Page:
Tuesday, January 1, 2019

The Year That Was: Investors Bid 2018 GOOD RIDDANCE; Worst Year Since 2008

Should all acquaintance be forgot and never brought to mind,
Should all acquaintance be forgot and the days of auld lang syne.
For auld lang syne, my dear, for auld lang syne,
We'll take a cup of kindness yet for the sake of auld lang syne.
Let's have a drink or maybe two or maybe three or four
Or five or six or seven or eight or maybe even more.

A cup of kindness, indeed. It's what some investors would have liked in December, or October, or maybe February or March.

Those were the worst months for stocks.

Dow loss, February, 2018: -1120.19
March, 2018: -926.09
October, 2018: -1341.55
December, 2018: -2211.10

As the year wore on, conditions proceeded to deteriorate for holders of US large cap equities. On the S&P and the NASDAQ, some stocks suffered losses of 30, 40, 50% or more.

Facebook (FB) was the poster child for tech stocks breaking bad. On July 25, the famous brainchild of Mark Zuckerberg topped out at 217.50. As of December 24, it bottomed out at a closing price of 124.06, a 43% loss. It wasn't a very merry Christmas for Facebook. Still, Zuckerberg is still one of the richest persons in the world, just not quite as rich as he used to be.

Netflix (NFLX) was another one being hammered in the second half of the year. Closing at 418.97 on July 9, the streaming video service lost 44% by December 24, closing that session at 233.88.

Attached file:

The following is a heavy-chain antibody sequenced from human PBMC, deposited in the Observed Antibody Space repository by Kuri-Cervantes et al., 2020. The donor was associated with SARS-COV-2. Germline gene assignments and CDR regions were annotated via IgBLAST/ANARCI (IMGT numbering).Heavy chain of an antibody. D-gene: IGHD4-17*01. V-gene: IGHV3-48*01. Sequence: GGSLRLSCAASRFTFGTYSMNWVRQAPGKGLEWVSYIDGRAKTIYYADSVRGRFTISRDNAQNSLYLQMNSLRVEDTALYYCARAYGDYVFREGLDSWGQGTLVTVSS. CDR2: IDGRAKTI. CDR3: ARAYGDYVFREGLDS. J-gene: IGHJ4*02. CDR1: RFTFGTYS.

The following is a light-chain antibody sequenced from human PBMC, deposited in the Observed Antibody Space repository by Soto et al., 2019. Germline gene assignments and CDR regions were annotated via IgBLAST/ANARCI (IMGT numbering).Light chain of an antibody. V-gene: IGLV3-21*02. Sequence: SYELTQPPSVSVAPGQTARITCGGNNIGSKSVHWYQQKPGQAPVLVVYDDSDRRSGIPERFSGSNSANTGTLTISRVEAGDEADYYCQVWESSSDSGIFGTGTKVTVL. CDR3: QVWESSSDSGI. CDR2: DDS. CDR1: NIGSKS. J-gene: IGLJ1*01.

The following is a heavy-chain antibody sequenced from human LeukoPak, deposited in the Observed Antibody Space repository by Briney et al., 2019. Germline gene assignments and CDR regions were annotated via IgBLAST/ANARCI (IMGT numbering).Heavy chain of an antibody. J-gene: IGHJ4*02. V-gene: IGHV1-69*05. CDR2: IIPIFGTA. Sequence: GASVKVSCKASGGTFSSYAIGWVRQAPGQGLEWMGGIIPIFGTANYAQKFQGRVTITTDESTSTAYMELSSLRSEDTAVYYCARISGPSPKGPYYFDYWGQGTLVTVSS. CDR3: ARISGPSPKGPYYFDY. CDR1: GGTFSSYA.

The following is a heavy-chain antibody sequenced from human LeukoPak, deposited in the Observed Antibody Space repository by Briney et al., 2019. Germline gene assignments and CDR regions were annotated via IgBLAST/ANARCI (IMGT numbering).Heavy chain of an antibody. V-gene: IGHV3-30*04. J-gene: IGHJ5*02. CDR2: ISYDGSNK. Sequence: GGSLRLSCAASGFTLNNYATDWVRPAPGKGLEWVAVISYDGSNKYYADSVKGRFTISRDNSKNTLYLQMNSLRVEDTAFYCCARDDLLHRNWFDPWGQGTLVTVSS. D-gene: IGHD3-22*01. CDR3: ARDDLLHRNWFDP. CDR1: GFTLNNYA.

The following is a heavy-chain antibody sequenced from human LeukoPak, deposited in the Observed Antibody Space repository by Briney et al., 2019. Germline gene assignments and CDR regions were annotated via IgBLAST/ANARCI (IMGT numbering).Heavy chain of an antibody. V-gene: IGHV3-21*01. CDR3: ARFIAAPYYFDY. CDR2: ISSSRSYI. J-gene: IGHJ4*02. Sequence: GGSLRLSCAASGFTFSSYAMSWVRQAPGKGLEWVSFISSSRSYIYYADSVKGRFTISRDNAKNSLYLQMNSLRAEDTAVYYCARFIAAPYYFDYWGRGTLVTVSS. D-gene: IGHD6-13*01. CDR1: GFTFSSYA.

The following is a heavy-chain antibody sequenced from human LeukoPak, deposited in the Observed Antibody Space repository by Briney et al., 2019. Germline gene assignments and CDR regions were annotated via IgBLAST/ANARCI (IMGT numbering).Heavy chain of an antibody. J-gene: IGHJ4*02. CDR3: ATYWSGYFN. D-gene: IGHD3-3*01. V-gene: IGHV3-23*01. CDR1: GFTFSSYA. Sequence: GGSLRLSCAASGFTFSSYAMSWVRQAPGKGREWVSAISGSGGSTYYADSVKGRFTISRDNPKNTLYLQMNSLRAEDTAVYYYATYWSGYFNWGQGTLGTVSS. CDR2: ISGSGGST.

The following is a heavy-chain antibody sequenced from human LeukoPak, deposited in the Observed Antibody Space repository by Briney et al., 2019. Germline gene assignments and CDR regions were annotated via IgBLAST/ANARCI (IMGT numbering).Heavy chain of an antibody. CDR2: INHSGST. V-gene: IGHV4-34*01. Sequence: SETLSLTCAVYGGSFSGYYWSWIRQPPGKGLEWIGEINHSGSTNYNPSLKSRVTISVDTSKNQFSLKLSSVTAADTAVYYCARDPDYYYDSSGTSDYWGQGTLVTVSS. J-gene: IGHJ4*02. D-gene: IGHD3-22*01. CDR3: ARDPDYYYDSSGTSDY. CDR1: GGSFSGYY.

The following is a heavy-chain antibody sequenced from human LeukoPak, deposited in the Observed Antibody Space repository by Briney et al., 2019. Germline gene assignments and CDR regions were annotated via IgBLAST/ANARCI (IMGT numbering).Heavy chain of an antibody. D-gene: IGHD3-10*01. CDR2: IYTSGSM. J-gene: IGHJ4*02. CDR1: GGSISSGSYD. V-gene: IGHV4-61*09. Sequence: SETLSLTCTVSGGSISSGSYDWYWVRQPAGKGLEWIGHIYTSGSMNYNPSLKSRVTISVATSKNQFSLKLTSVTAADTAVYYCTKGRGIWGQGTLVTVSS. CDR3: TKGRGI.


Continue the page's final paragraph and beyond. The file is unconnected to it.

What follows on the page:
Stocks weren't the only asset class that was sucker-punched during the year. One standout of the commodities class was crude oil, where the price of a barrel of West Texas Intermediate (WTI) shot up from $60 to $76 in October - coincidentally, on the same day the Dow peaked - before retreating to under $45 nearing the end of December, striking a low of $42.53 on Christmas Day.

In similar manner, precious metals were abused during the year. Gold spent the early part of the year fluctuating in the $1300-1350 per ounce range, never closing above $1352. By June, signs of weakness were appearing, with the metal of kings dipping into the $1200 range, eventually bottoming out at $1178 by August. With stocks on the decline in the fourth quarter, gold was the beneficiary, ending the year at $1278 per ounce.

Silver was damaged more severely. Peaking at $17.52 per ounce on January 25, silver slumped all the way to 13.97 in November. December was the best month of the year for gentleman's coin, as it closed at a five-month high on December 31, with a price of $15.46. Both gold and silver ended the year on high notes, suggesting that they are due for a long-overdue rally.

Bonds were perhaps the most entertaining of the financial assets, with investors watching for an inversion in the treasury yield curve between the two and 10-year notes. While that did not materialize, a smaller inversion between 2 and three-year and the five-year yield presented itself in December, but only persisted for three weeks. The five-year was actually yielding less than both the 2s and 3s on December 4, but corrected back to normalcy - with yields rising over duration - on December 21. Still, it was a wake-up call to investors fearing a recession in 2019 and may have contributed to some of the panic selling during the final month of 2018.